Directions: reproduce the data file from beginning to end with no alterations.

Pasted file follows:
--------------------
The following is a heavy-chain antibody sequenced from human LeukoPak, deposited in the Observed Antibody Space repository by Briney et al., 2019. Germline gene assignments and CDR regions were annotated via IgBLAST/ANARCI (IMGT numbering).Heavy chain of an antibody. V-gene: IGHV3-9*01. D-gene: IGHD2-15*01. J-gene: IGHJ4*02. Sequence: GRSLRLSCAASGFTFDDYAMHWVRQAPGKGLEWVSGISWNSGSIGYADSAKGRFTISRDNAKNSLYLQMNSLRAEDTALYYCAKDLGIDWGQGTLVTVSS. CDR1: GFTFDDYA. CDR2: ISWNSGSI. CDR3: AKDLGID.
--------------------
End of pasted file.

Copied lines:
The following is a heavy-chain antibody sequenced from human LeukoPak, deposited in the Observed Antibody Space repository by Briney et al., 2019. Germline gene assignments and CDR regions were annotated via IgBLAST/ANARCI (IMGT numbering).Heavy chain of an antibody. V-gene: IGHV3-9*01. D-gene: IGHD2-15*01. J-gene: IGHJ4*02. Sequence: GRSLRLSCAASGFTFDDYAMHWVRQAPGKGLEWVSGISWNSGSIGYADSAKGRFTISRDNAKNSLYLQMNSLRAEDTALYYCAKDLGIDWGQGTLVTVSS. CDR1: GFTFDDYA. CDR2: ISWNSGSI. CDR3: AKDLGID.